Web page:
At the end of November, insurance group Aviva (LSE: AV) made headlines when it increased its growth targets and dividend promises for the years ahead, signalling the end of a multi-year turnaround.
At an investor meeting, chief executive Mark Wilson said that the insurer had “an embarrassment of riches,” after slimming itself down and the group is now promising to deploy £3bn of excess cash in 2018 and 2019. City analysts had been expecting the company to announce a blowout £3bn buyback, but instead, Wilson and team are planning to use the extra cash to pay down expensive debt and invest in new growth initiatives.
Growth and cash
Shareholders might have preferred to receive the money, but strengthening the balance sheet and investing for the future is a better policy in my view. The group will pay down around £900m of debt (plus $650m this year), saving an estimated £100m a year in interest leaving £2.1bn to invest in growth. Some cash has already been splashed on robo advice company Wealthify, and €130m has been spent acquiring Irish insurer Friends First.
These efforts to strengthen Aviva’s balance sheet, and invest in growth should underpin cash distribution growth in the years ahead. Management has increased its dividend target from 50% of earnings to 55%-60%.
According to City analysts, the firm’s new slimline business, coupled with its higher payout ratio means that dividends should grow by more than 10% per annum from 2018. Based on current estimates the shares will yield 28.7p for 2018, giving a dividend yield of approximately 5.6%. As well as this market-beating distribution, the stock trades at a forward P/E of under 10.
The better buy for income?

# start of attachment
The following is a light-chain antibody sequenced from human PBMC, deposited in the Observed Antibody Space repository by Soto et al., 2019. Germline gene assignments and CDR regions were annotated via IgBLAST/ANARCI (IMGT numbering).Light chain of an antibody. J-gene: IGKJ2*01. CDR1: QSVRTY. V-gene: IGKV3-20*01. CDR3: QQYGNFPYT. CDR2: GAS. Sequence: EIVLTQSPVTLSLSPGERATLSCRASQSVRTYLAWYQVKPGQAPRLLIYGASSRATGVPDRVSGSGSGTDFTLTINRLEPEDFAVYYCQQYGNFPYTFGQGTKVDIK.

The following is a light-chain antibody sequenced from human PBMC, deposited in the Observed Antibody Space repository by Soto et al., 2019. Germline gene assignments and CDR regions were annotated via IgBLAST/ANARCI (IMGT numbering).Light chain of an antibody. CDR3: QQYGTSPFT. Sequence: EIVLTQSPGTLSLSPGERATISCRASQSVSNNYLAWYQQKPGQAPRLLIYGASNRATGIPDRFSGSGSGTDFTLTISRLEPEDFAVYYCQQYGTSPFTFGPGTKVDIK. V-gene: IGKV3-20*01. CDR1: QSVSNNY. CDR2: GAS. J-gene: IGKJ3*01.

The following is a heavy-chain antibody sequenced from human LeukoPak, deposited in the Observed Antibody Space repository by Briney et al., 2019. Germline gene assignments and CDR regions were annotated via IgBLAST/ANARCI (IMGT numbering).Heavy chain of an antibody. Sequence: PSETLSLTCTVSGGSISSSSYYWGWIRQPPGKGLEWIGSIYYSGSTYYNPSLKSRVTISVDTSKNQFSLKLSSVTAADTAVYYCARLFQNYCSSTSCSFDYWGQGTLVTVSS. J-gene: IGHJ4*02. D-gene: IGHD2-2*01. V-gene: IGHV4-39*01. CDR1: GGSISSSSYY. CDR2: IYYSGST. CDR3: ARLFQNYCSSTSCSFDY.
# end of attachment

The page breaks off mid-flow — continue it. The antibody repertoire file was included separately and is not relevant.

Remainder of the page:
Compared to Aviva, Legal & General (LSE: LGEN) looks expensive. The shares trade at a P/E of more than 10. However, when it comes to income, Legal is the better choice. The shares are set to support a dividend yield of more than 6% for 2018.
At the beginning of the year, Legal announced that it was on track for a “record year” thanks to a boom in demand for its retirement products. The firm has generated around £3.3bn of UK bulk annuity sales so far in 2017 and doubled US bulk sales to $0.7bn. Meanwhile, the group’s investment business attracted £38bn of net fund inflows during the period while insurance premiums rose at a double-digit rate.
The choice between growth and income
Like Aviva, Legal is trying to expand into new markets. For example, management is weighing further expansion into the US as well as additional growth in existing lines of business.
Still, when it comes to growth and income, I believe that Aviva is the better option.
Legal might be more prominent, and offer a more substantial dividend yield, but Aviva’s tech investments are forward-thinking. A joint venture with Chinese e-commerce company Tencent and private equity firm Hillhouse Capital in Hong Kong should help the now cash-rich group continue to expand while returning cash to investors at the same time.
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Rupert Hargreaves owns no share mentioned. The Motley Fool UK has no position in any of the shares mentioned. Views expressed on the companies mentioned in this article are those of the writer and therefore may differ from the official recommendations we make in our subscription services such as Share Advisor, Hidden Winners and Pro. Here at The Motley Fool we believe that considering a diverse range of insights makes us better investors.